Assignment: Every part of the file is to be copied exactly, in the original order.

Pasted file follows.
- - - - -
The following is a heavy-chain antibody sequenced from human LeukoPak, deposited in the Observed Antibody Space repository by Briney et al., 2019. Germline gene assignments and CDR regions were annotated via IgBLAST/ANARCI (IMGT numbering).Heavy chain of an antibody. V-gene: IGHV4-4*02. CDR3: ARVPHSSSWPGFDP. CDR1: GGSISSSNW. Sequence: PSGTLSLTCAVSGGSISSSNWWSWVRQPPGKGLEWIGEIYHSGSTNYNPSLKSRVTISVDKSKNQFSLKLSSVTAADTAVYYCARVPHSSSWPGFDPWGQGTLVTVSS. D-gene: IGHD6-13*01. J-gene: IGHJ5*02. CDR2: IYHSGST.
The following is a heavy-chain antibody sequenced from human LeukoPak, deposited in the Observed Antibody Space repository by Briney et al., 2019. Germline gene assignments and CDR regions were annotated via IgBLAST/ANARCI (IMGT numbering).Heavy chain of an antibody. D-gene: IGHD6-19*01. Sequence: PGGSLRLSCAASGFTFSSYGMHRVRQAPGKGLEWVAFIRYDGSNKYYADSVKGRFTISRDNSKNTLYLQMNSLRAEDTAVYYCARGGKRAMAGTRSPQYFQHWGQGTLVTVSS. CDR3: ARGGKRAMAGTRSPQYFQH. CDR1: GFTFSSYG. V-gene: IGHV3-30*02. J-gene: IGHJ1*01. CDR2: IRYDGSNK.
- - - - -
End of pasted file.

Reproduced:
The following is a heavy-chain antibody sequenced from human LeukoPak, deposited in the Observed Antibody Space repository by Briney et al., 2019. Germline gene assignments and CDR regions were annotated via IgBLAST/ANARCI (IMGT numbering).Heavy chain of an antibody. V-gene: IGHV4-4*02. CDR3: ARVPHSSSWPGFDP. CDR1: GGSISSSNW. Sequence: PSGTLSLTCAVSGGSISSSNWWSWVRQPPGKGLEWIGEIYHSGSTNYNPSLKSRVTISVDKSKNQFSLKLSSVTAADTAVYYCARVPHSSSWPGFDPWGQGTLVTVSS. D-gene: IGHD6-13*01. J-gene: IGHJ5*02. CDR2: IYHSGST.
The following is a heavy-chain antibody sequenced from human LeukoPak, deposited in the Observed Antibody Space repository by Briney et al., 2019. Germline gene assignments and CDR regions were annotated via IgBLAST/ANARCI (IMGT numbering).Heavy chain of an antibody. D-gene: IGHD6-19*01. Sequence: PGGSLRLSCAASGFTFSSYGMHRVRQAPGKGLEWVAFIRYDGSNKYYADSVKGRFTISRDNSKNTLYLQMNSLRAEDTAVYYCARGGKRAMAGTRSPQYFQHWGQGTLVTVSS. CDR3: ARGGKRAMAGTRSPQYFQH. CDR1: GFTFSSYG. V-gene: IGHV3-30*02. J-gene: IGHJ1*01. CDR2: IRYDGSNK.